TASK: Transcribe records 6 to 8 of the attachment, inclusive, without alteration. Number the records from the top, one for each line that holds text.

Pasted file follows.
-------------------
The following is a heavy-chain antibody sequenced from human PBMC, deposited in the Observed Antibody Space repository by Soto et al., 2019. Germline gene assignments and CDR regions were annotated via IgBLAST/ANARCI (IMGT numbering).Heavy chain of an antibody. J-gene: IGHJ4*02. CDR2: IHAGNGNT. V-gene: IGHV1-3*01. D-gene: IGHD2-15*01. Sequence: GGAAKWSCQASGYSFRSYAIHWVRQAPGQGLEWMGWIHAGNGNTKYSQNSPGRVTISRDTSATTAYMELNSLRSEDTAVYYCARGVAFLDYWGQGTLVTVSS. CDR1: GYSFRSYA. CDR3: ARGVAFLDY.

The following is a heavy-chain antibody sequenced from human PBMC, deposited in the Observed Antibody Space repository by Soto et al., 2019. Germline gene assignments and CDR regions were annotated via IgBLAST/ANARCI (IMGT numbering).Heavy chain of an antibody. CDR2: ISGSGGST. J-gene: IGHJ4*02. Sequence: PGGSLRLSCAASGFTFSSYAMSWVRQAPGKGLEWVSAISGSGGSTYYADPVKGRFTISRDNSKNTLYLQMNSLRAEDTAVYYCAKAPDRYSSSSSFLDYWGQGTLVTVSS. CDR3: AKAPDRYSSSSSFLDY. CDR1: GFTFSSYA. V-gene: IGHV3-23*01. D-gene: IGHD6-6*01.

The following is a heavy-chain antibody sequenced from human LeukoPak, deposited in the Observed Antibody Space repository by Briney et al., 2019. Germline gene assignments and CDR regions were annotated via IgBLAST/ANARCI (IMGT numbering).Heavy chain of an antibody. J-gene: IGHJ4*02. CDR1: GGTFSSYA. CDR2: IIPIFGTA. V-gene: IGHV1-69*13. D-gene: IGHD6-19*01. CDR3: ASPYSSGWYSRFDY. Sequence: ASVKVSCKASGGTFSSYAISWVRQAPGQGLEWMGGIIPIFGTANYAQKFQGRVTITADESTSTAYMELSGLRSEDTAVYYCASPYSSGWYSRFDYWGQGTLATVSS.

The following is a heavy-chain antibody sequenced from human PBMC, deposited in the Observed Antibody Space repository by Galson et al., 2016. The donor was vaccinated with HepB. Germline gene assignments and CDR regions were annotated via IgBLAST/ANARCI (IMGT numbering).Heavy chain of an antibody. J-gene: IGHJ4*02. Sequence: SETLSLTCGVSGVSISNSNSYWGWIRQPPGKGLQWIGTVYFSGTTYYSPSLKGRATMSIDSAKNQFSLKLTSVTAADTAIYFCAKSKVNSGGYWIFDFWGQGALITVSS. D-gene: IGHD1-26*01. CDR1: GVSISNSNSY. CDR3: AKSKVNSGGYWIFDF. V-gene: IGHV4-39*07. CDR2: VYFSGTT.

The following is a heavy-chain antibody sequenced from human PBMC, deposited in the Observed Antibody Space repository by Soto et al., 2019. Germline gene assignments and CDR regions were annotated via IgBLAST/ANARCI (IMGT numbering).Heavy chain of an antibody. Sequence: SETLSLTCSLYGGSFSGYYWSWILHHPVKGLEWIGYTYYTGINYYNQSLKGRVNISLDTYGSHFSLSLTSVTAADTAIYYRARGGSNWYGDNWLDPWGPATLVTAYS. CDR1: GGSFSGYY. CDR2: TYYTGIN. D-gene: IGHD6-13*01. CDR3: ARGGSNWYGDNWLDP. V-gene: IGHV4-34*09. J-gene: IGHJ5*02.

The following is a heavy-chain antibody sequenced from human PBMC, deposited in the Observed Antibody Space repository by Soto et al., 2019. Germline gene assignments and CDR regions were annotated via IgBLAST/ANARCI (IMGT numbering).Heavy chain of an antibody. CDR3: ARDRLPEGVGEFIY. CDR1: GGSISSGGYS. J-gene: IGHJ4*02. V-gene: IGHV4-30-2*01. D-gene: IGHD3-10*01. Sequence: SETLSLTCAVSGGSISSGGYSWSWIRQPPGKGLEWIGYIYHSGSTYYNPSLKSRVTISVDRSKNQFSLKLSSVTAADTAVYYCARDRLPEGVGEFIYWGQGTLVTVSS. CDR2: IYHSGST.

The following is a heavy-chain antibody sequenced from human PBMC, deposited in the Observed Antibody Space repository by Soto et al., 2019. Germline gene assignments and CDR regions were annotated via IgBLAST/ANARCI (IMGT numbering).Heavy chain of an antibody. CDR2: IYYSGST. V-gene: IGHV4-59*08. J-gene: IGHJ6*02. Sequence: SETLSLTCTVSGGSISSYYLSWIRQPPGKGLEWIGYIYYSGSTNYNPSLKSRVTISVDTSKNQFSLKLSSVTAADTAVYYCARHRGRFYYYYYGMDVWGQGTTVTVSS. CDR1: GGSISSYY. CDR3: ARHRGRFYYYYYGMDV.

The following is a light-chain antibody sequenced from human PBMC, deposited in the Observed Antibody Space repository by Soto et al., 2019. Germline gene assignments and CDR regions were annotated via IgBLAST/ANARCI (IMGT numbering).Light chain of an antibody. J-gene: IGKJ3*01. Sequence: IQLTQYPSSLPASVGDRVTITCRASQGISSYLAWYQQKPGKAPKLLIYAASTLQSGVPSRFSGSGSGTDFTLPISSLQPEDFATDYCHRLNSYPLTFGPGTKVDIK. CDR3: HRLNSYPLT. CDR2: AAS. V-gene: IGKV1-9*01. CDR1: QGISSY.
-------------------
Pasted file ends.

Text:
The following is a heavy-chain antibody sequenced from human PBMC, deposited in the Observed Antibody Space repository by Soto et al., 2019. Germline gene assignments and CDR regions were annotated via IgBLAST/ANARCI (IMGT numbering).Heavy chain of an antibody. CDR3: ARDRLPEGVGEFIY. CDR1: GGSISSGGYS. J-gene: IGHJ4*02. V-gene: IGHV4-30-2*01. D-gene: IGHD3-10*01. Sequence: SETLSLTCAVSGGSISSGGYSWSWIRQPPGKGLEWIGYIYHSGSTYYNPSLKSRVTISVDRSKNQFSLKLSSVTAADTAVYYCARDRLPEGVGEFIYWGQGTLVTVSS. CDR2: IYHSGST.

The following is a heavy-chain antibody sequenced from human PBMC, deposited in the Observed Antibody Space repository by Soto et al., 2019. Germline gene assignments and CDR regions were annotated via IgBLAST/ANARCI (IMGT numbering).Heavy chain of an antibody. CDR2: IYYSGST. V-gene: IGHV4-59*08. J-gene: IGHJ6*02. Sequence: SETLSLTCTVSGGSISSYYLSWIRQPPGKGLEWIGYIYYSGSTNYNPSLKSRVTISVDTSKNQFSLKLSSVTAADTAVYYCARHRGRFYYYYYGMDVWGQGTTVTVSS. CDR1: GGSISSYY. CDR3: ARHRGRFYYYYYGMDV.

The following is a light-chain antibody sequenced from human PBMC, deposited in the Observed Antibody Space repository by Soto et al., 2019. Germline gene assignments and CDR regions were annotated via IgBLAST/ANARCI (IMGT numbering).Light chain of an antibody. J-gene: IGKJ3*01. Sequence: IQLTQYPSSLPASVGDRVTITCRASQGISSYLAWYQQKPGKAPKLLIYAASTLQSGVPSRFSGSGSGTDFTLPISSLQPEDFATDYCHRLNSYPLTFGPGTKVDIK. CDR3: HRLNSYPLT. CDR2: AAS. V-gene: IGKV1-9*01. CDR1: QGISSY.